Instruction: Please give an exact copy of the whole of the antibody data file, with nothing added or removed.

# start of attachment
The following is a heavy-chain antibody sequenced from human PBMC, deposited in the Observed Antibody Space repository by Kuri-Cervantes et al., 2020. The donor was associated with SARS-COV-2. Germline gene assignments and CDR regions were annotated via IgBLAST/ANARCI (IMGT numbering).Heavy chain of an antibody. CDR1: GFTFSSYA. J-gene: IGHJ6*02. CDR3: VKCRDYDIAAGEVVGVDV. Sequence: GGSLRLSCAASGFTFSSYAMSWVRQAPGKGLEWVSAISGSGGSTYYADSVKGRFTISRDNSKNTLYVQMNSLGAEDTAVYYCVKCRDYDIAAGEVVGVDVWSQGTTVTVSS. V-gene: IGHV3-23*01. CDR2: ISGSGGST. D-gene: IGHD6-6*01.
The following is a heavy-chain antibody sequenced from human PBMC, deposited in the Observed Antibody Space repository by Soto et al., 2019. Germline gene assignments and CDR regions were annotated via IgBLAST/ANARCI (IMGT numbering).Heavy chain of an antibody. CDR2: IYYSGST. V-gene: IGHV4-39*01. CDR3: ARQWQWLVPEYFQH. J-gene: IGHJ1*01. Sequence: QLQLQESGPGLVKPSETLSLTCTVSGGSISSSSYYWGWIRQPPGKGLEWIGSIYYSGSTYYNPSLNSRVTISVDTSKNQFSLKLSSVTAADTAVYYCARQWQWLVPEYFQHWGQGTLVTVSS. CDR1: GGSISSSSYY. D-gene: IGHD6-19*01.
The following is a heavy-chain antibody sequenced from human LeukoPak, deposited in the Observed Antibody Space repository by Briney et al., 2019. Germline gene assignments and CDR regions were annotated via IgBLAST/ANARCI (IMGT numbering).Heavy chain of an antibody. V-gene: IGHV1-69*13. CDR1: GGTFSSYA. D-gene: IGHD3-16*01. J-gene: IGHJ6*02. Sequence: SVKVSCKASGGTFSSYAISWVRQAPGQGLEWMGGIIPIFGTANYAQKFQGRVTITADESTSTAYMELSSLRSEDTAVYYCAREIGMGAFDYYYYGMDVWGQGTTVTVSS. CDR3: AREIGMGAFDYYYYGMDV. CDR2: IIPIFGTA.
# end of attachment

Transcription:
The following is a heavy-chain antibody sequenced from human PBMC, deposited in the Observed Antibody Space repository by Kuri-Cervantes et al., 2020. The donor was associated with SARS-COV-2. Germline gene assignments and CDR regions were annotated via IgBLAST/ANARCI (IMGT numbering).Heavy chain of an antibody. CDR1: GFTFSSYA. J-gene: IGHJ6*02. CDR3: VKCRDYDIAAGEVVGVDV. Sequence: GGSLRLSCAASGFTFSSYAMSWVRQAPGKGLEWVSAISGSGGSTYYADSVKGRFTISRDNSKNTLYVQMNSLGAEDTAVYYCVKCRDYDIAAGEVVGVDVWSQGTTVTVSS. V-gene: IGHV3-23*01. CDR2: ISGSGGST. D-gene: IGHD6-6*01.
The following is a heavy-chain antibody sequenced from human PBMC, deposited in the Observed Antibody Space repository by Soto et al., 2019. Germline gene assignments and CDR regions were annotated via IgBLAST/ANARCI (IMGT numbering).Heavy chain of an antibody. CDR2: IYYSGST. V-gene: IGHV4-39*01. CDR3: ARQWQWLVPEYFQH. J-gene: IGHJ1*01. Sequence: QLQLQESGPGLVKPSETLSLTCTVSGGSISSSSYYWGWIRQPPGKGLEWIGSIYYSGSTYYNPSLNSRVTISVDTSKNQFSLKLSSVTAADTAVYYCARQWQWLVPEYFQHWGQGTLVTVSS. CDR1: GGSISSSSYY. D-gene: IGHD6-19*01.
The following is a heavy-chain antibody sequenced from human LeukoPak, deposited in the Observed Antibody Space repository by Briney et al., 2019. Germline gene assignments and CDR regions were annotated via IgBLAST/ANARCI (IMGT numbering).Heavy chain of an antibody. V-gene: IGHV1-69*13. CDR1: GGTFSSYA. D-gene: IGHD3-16*01. J-gene: IGHJ6*02. Sequence: SVKVSCKASGGTFSSYAISWVRQAPGQGLEWMGGIIPIFGTANYAQKFQGRVTITADESTSTAYMELSSLRSEDTAVYYCAREIGMGAFDYYYYGMDVWGQGTTVTVSS. CDR3: AREIGMGAFDYYYYGMDV. CDR2: IIPIFGTA.